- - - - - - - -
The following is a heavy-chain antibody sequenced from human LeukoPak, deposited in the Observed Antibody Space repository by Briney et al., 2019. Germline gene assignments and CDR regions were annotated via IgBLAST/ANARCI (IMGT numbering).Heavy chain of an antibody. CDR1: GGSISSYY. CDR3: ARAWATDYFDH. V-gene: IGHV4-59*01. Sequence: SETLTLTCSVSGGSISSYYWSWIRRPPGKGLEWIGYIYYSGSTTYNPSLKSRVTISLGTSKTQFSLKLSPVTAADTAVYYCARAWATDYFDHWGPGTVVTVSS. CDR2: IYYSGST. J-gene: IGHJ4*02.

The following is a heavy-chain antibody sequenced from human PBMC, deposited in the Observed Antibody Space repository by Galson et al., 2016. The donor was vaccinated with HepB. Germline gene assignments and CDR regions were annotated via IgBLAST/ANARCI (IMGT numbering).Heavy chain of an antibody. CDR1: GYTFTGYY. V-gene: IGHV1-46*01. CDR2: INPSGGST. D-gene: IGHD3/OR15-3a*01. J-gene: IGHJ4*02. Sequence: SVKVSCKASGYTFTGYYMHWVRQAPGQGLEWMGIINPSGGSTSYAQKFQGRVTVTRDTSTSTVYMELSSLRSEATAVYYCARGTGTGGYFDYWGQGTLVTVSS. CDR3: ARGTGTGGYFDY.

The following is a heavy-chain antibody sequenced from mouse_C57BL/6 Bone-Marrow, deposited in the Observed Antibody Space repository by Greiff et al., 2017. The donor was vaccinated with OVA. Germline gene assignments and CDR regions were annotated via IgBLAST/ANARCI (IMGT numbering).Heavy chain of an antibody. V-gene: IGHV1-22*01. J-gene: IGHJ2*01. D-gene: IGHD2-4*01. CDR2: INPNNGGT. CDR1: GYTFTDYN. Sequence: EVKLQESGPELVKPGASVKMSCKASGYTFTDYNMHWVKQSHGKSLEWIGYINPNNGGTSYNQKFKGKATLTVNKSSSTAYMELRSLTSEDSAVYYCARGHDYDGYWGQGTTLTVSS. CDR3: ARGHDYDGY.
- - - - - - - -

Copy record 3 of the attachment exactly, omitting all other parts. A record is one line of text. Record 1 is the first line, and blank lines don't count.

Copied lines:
The following is a heavy-chain antibody sequenced from mouse_C57BL/6 Bone-Marrow, deposited in the Observed Antibody Space repository by Greiff et al., 2017. The donor was vaccinated with OVA. Germline gene assignments and CDR regions were annotated via IgBLAST/ANARCI (IMGT numbering).Heavy chain of an antibody. V-gene: IGHV1-22*01. J-gene: IGHJ2*01. D-gene: IGHD2-4*01. CDR2: INPNNGGT. CDR1: GYTFTDYN. Sequence: EVKLQESGPELVKPGASVKMSCKASGYTFTDYNMHWVKQSHGKSLEWIGYINPNNGGTSYNQKFKGKATLTVNKSSSTAYMELRSLTSEDSAVYYCARGHDYDGYWGQGTTLTVSS. CDR3: ARGHDYDGY.